What to Do if it Happens to You!
Are you prepared for life's eminent health obstacles? The Doctors explain what you can do to keep common health problems from happening to you!
Deep Vein Thrombosis
When sportscaster Bonnie Bernstein began experiencing pain in her leg, she didn't think much of it. "I've been an athlete my whole life, so I just thought it was a muscle pull," she says. "So what do you do when you have a muscle pull? You take some ibuprofen, you ice it, you take it easy for a couple days, and you expect it to go away."
The pain persisted for a week, and Bonnie began having trouble breathing. "It finally dawned on me [that] this is probably not a pulled muscle," she says.
After waking up with extreme swelling and redness around her knee, Bonnie went to the hospital and was diagnosed with deep vein thrombosis (DVT).
NEWS REPORT: Tennis star Serena Williams was reportedly hospitalized after suffering a pulmonary embolism, a blood clot in the lungs.
Approximately 2 million Americans are diagnosed annually with DVT, with more people dying from complications of DVT than breast cancer and AIDS combined. The condition occurs when a blood clot develops in a deep vein, usually in the leg. Typically, a clot travels from the leg to the lungs and blocks blood from entering other parts of the body, causing breathing trouble and fatigue. When left untreated, clots can travel into the heart and cause it to fail, resulting in death.
Bonnie and E.R. physician Dr. Travis Stork demonstrate how DVT develops, the risk factors to look out for and treatment options.
Blood Clot Warning Signs
• Sudden shortness of breath
• Leg swelling
• Bloody cough
• Chest pains that often mimic a heart attack
• Redness over the affected area
Preventing Blood Clots
• Stand up and walk during long plane and car rides
• Drink plenty of water
• Wear support stockings
Mario and Megan are one of the many couples who struggle to conceive every year. They have been trying to have a baby since they were married two years ago, but Megan has not become pregnant.
"I'm not quite 30 yet, and I feel like I shouldn't be having these problems," she says. "I'm starting to get concerned that there's something else going on. Is it a problem with me? Is it him? Is it both of us?"
Fertility, IVF and ZIFT specialist Dr. John Jain performs common fertility tests on Mario and Megan. OB/GYN Dr. Lisa Masterson reveals their results, why they may be having trouble and how to increase their odds of getting pregnant.
Dr. Lisa says that if a woman under the age of 35, who does not have underlying medical conditions, struggles to get pregnant, she should keep track of her ovulation.
"Ovulation is one of the keys to getting pregnant," Dr. Lisa says. "Really, you only have 12 chances a year to get pregnant, and that's when you ovulate."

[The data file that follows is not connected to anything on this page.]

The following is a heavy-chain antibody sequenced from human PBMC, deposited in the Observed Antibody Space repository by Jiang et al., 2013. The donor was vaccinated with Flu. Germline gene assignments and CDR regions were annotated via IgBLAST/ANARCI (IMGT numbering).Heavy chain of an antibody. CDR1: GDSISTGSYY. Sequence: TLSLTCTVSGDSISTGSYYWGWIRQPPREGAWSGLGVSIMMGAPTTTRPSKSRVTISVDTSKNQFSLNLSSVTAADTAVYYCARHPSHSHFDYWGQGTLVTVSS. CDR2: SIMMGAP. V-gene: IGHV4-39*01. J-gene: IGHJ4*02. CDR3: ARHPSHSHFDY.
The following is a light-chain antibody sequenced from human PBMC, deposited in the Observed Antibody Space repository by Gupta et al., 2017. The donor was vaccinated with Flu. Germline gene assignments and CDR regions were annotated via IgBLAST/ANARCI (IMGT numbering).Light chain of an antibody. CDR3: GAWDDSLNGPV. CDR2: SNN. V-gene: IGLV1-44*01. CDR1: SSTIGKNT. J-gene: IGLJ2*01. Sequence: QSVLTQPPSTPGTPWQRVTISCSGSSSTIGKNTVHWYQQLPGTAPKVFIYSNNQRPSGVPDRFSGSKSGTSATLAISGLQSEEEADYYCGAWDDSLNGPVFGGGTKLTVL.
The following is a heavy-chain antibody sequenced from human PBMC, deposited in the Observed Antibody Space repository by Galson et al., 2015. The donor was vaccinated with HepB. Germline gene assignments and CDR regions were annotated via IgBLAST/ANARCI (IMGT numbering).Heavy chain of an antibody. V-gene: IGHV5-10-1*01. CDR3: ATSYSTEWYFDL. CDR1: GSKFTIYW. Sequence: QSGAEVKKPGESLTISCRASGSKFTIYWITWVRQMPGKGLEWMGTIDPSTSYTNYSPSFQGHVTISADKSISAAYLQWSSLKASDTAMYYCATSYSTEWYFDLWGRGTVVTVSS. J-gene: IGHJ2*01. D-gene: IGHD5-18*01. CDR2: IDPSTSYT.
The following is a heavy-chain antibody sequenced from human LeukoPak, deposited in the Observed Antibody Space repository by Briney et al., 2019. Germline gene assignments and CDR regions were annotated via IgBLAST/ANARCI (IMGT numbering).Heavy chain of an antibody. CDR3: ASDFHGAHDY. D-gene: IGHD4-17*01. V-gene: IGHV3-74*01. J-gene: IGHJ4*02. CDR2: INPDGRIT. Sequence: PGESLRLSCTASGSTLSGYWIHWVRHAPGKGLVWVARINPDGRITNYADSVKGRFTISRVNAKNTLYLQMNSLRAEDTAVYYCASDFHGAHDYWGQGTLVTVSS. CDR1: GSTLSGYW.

Simple Ways to Track Ovulation
• Use a calendar to plot out your periods.
• Use ovulation beads.
• Use an ovulation kit.
• Use a basal thermometer to monitor your temperature during ovulation.
"It's really important to talk to your doctor ahead of time about your periods, about your medical conditions," Dr. Lisa says. "Planning is really the key."
• Get great tips for maintaining a healthy pregnancy.
• Foods you should — and shouldn't — eat when expecting.
Georgia, 55, is worried that her 4-and-a-half-year-old daughter, Angela, has speech problems. She often mumbles or speaks very loudly and has trouble with certain letters, such as "R."
BLOG: Dr. Sears' Tips to Help Children Develop Language Skills
Your child's speech and language development is one of the cutest parts of growing up. When they are young, they come up with so many funny, endearing "versions" of words. I love to watch old videos of one of my kids using the word "DREEEN" to describe the color green! While this toddler talk is adorable, you also want to be sure to do everything you can to be sure his or her development is normal and he or she eventually learns to speak correctly! In addition to the tips I gave on the show today, here are a few other things to try:
• Beginning in infancy, introduce new vocabulary in a meaningful context, e.g., name specific foods at dinner time, "here is a BANANA".
• Read books and sing songs to your child on a daily basis.
• Narrate what you are doing, speaking directly to your child. Ask him or her questions, and give him or her time to respond. For this you'll need to be patient.
• Resist the temptation to use baby language. Your child needs to hear the CORRECT pronunciation of a word to eventually get it right.
• Avoid finishing sentences for your child. Give him or her time to think about what he or she is trying to say.
For more info on speech development, visit the American-Speech-Language-Hearing Association's website at http://www.asha.org/public/speech/development/parent-stim-activities.htm
Crystal, 25, has fainted on multiple occasions. Fainting, or syncope, is the temporary loss of consciousness. A common cause is vasovagal syncope, a transitory drop in blood pressure. The brain doesn't receive enough blood or oxygen and, subsequently, loses consciousness. Always tell your doctor if you have suffered any fainting spells, as loss of consciousness can also indicate cardiac problems.
Causes of Fainting
• Standing up too fast
• Exertion in hot weather
• Low blood sugar
• Being emotionally upset
• Anxiety or panic disorders
• Cardiac disease
• Certain medications
Signs of Impending Loss of Consciousness
• Blurred vision
• Seeing spots or specks in front of eyes
• Body pallor or pale appearance
• Dilated pupils
• Rapid respiration
Crystal visits cardiologist Dr. John Kennedy to find out what's causing her to faint.
Dr. Travis offers vital tips if you find yourself feeling faint, or see someone else lose consciousness:
• Lie the person down to avoid any trauma related to a fall.
• Raise legs to improve blood flow back to the heart and brain.
• Check for pulse and breathing.
• Call 911.